Take this paragraph: ‘Larry and Charles had been best buds for three years now. And Charles knew absolutely everything about Larry, including Larry’s intense hunger for “vagina”.’ Everything about those two sentences is almost spot-on. The wannabe with-it authorial voice is almost convincing right down to ‘best buds’. And then, that final word. It should probably be ‘pussy’ or something suitably porno-ese. But no, Sacks uses the one word which no one would use in that context apart from an achingly unhip oldster who, try as they might, sounds like nothing so much as a rather creepy gynaecologist.

Writers are often the object of Sacks’ disdain especially when recurring character Rhon Penny (silent h) writes one of his letters to a famous literary figure. So in the course of suggesting some ideas for a novel that could be written under the John Updike brand, Rhon Penny (silent h) makes a suggestion: ‘Has anyone written – I mean really written – about the Holocaust? Oh, sure, there have been books and movies and perhaps even a rap song, but has anyone penned a thought-provoking book about the subject? My answer: I’m not sure. Here’s my idea: a novel set in Nazi Germany, about an adorable, wisecracking gerbil who lives inside a Jewish person’s skull-cap (without that Jewish person’s knowledge or consent). The gerbil’s name will be Rosco.’

If anything is ripe (perhaps even overripe) for satire, it’s the unrelenting tide of novels and movies about the Holocaust. That Sacks satirises this trend through the deluded, pompous, and ironising voice of Rhon Penny (silent h), only adds to the gentle humiliation of a wreathed and laurelled literary genius like Martin Amis who decided with Time’s Arrow to use the Holocaust as a subject for a time-travelling romp.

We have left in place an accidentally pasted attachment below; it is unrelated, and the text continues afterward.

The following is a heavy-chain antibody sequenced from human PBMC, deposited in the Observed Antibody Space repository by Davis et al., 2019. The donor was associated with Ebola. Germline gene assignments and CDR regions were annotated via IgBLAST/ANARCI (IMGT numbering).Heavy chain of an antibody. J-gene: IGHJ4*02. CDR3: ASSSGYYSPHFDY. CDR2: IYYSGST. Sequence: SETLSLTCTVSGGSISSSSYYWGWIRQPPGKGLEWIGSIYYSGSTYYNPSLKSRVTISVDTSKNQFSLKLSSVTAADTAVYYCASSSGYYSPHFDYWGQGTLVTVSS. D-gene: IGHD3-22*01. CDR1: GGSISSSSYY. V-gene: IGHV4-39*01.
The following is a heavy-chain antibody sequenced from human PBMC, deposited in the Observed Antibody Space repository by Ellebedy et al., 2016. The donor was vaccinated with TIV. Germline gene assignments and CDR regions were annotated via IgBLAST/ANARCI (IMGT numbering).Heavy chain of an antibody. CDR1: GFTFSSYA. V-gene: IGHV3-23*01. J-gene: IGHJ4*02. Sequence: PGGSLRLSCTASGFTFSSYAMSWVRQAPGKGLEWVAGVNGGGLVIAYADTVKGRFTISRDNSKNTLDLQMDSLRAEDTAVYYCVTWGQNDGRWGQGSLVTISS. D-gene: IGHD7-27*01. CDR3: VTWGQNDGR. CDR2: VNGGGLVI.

Like a conceptual Turner Prize-winning artist who can ‘do hands’, Sacks can do jokes, too, as he showcases in ‘FW: Loved The Following Jokes And Thought You’d Love Them As Well!!! (Pass Them On)’. At first, his attempts do read like those interminable forwarded emails crammed full of timeless classics guaranteed to leave your sides unsplit. For example, a young boy spies his grandpa sitting out on the porch with no trousers on and asks him why. ‘Without missing a beat, the old man retorts: “Well last week I sat out here with no shirt on and I got a stiff neck. So, this is your grandma’s idea!”’

Ha. Boom. Tsch. Lol. Etc. But Sacks doesn’t leave it at the punchline. He continues: ‘The air is still, and in the distance, a car horn can be heard. The boy, not saying anything, just stares at his grandfather’s aged, sickeningly white penis. After a few moments, the boy takes a bite out of his peanut-butter sandwich, waves goodbye, and leaves for his friend Jeffrey’s house.’ There Sacks was, a perfect joke to be forwarded to all and sundry on his hands, and he has to go and turn it into something interesting with a solemn, mock-poignant epilogue.

There are no all-too-recognisable sallies against the same old targets here, no mocking of stupid Americans or Daily Mail readers or climate-change deniers to please the ears of right-thinking liberals. Instead, Sacks is happy to plough his own list-filled, satire-driven, parody-pulled furrow. And he does so with aplomb.

I can utter no higher praise that this: I have loved every one of the 786 minutes I have so far spent on the toilet reading it.